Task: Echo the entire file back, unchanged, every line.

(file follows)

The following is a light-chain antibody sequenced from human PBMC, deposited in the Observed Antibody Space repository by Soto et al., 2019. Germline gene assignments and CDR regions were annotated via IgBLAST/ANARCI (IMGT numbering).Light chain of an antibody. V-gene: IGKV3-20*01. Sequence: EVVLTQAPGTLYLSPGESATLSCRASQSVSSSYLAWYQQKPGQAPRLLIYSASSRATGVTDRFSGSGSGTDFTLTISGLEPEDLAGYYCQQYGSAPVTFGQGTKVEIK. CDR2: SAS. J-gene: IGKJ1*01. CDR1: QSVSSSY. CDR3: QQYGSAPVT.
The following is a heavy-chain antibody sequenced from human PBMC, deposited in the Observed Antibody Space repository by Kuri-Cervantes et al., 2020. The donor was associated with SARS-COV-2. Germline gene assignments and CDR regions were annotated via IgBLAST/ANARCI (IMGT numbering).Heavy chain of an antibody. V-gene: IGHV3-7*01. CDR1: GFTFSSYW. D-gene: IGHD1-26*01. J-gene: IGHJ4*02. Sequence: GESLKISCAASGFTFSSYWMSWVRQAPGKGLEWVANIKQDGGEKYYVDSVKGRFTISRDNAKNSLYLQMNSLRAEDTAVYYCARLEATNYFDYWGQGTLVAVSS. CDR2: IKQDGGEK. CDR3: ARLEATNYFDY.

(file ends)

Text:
The following is a light-chain antibody sequenced from human PBMC, deposited in the Observed Antibody Space repository by Soto et al., 2019. Germline gene assignments and CDR regions were annotated via IgBLAST/ANARCI (IMGT numbering).Light chain of an antibody. V-gene: IGKV3-20*01. Sequence: EVVLTQAPGTLYLSPGESATLSCRASQSVSSSYLAWYQQKPGQAPRLLIYSASSRATGVTDRFSGSGSGTDFTLTISGLEPEDLAGYYCQQYGSAPVTFGQGTKVEIK. CDR2: SAS. J-gene: IGKJ1*01. CDR1: QSVSSSY. CDR3: QQYGSAPVT.
The following is a heavy-chain antibody sequenced from human PBMC, deposited in the Observed Antibody Space repository by Kuri-Cervantes et al., 2020. The donor was associated with SARS-COV-2. Germline gene assignments and CDR regions were annotated via IgBLAST/ANARCI (IMGT numbering).Heavy chain of an antibody. V-gene: IGHV3-7*01. CDR1: GFTFSSYW. D-gene: IGHD1-26*01. J-gene: IGHJ4*02. Sequence: GESLKISCAASGFTFSSYWMSWVRQAPGKGLEWVANIKQDGGEKYYVDSVKGRFTISRDNAKNSLYLQMNSLRAEDTAVYYCARLEATNYFDYWGQGTLVAVSS. CDR2: IKQDGGEK. CDR3: ARLEATNYFDY.